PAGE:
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Dodger Stadium concession workers authorize strike ahead of All-Star Game

Concession workers at Dodger Stadium are threatening to go on strike just before All-Star Game festivities begin. (Ronald Martinez/Getty Images)

Concession workers at Dodger Stadium voted Sunday to authorize a strike that could begin just before Major League Baseball’s All-Star Game festivities.

Ninety-nine percent of food and beverage workers at the stadium approved the authorization according to labor union Unite Here Local 11, which “represents over 32,000 workers employed in hotels, restaurants, airports, sports arenas, and convention centers throughout Southern California and Arizona.”

All-star festivities will start Saturday with the Futures Game. The Home Run Derby takes place Monday, with the All-Star Game set for Tuesday.

The union added that it represents nearly 1,500 “food servers, bartenders, suite attendants, cooks and dishwashers … an overwhelming majority of whom are workers of color” for Compass Group and its subsidiary, Levy Restaurants, the Chicago-based company that handles the stadium’s concessions.

Baseball’s players union said in a statement that it “stands in solidarity with the Dodger Stadium concessions workers. ... Like thousands of ballpark workers across the country, Local 11’s members are a vital yet under appreciated part of what makes our game great. They deserve to be treated fairly and will continue to have the 1,200 members of the MLBPA behind them.”

If there is a strike, the players union did not say whether it would cross picket lines.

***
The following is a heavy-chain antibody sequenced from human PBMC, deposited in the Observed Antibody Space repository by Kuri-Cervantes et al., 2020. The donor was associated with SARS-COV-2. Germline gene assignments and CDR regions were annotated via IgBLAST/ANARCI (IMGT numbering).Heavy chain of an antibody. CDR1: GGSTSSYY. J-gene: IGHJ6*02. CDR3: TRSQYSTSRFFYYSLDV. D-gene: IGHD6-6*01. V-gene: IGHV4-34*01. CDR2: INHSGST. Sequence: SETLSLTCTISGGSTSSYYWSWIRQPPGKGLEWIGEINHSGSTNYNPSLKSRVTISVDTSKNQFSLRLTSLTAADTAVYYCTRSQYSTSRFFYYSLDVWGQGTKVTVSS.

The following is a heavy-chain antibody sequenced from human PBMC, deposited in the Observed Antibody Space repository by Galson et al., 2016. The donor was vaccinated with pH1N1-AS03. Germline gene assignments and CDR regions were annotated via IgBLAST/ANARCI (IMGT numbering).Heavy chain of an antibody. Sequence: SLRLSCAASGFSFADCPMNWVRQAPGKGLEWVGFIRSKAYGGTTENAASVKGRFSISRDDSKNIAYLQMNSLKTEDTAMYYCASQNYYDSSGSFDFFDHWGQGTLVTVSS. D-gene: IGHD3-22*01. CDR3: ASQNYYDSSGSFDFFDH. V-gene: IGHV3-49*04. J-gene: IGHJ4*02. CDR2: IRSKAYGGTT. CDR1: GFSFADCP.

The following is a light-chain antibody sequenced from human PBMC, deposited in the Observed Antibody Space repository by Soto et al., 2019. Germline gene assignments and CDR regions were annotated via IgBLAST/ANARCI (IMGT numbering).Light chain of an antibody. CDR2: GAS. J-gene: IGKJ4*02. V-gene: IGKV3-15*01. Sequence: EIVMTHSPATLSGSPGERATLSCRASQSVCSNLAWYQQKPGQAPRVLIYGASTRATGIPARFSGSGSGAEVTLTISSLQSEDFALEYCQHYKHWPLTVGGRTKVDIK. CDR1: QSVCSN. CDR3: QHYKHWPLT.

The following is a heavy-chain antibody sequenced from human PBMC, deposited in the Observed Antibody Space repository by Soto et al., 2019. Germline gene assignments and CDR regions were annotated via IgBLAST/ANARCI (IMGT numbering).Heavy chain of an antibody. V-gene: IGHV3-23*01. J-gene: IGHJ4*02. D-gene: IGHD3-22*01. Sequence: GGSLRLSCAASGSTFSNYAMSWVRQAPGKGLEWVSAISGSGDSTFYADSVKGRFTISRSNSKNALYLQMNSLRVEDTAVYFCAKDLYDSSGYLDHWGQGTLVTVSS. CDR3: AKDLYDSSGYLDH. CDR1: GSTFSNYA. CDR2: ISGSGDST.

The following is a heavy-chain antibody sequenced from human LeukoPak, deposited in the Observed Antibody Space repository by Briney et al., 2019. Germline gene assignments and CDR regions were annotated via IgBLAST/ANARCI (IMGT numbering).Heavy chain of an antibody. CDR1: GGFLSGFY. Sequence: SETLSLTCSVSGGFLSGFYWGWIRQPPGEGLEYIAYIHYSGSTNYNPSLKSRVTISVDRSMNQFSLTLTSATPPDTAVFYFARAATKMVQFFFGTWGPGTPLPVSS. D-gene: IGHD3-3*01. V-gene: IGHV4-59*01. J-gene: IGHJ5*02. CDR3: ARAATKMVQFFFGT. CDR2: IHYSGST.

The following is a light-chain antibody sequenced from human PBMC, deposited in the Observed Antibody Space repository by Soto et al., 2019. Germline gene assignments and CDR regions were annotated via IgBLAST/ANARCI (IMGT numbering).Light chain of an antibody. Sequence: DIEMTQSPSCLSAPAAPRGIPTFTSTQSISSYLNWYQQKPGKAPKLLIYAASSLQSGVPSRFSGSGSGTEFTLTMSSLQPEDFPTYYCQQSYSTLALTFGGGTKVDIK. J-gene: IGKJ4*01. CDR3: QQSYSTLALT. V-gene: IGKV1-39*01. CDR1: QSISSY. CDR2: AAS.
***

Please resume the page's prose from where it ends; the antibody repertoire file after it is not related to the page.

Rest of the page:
Maria Hernandez, a spokeswoman for Unite Here, did not specify the workers’ demands but told the Los Angeles Times that workers face disparities in housing and health care as they seek what she described as a “fair new union contract.”

Susan Minato, co-president of Unite Here Local 11, told the Times that stadium workers are “the backbone of our tourism and sports industry, yet many struggle to stay housed and to make ends meet. They often live with economic uncertainty because the quality of jobs vary stadium to stadium. No worker should have to continue living like this.”

Earlier this year, workers at SoFi Stadium, home of the Los Angeles Rams and Chargers of the NFL, won a contract that Unite Here told the Times “provides for dignified wages, benefits and other protections.” The union said it is seeking the same for Dodger Stadium workers.

“I voted yes to strike because I often have to pick up shifts at the Rose Bowl just to try to make ends meet,” Laura Ortiz, a bartender for the past 15 seasons at Dodger Stadium, said in a statement released by Local 11. “I love working at Dodger Stadium and know that our company can do better.”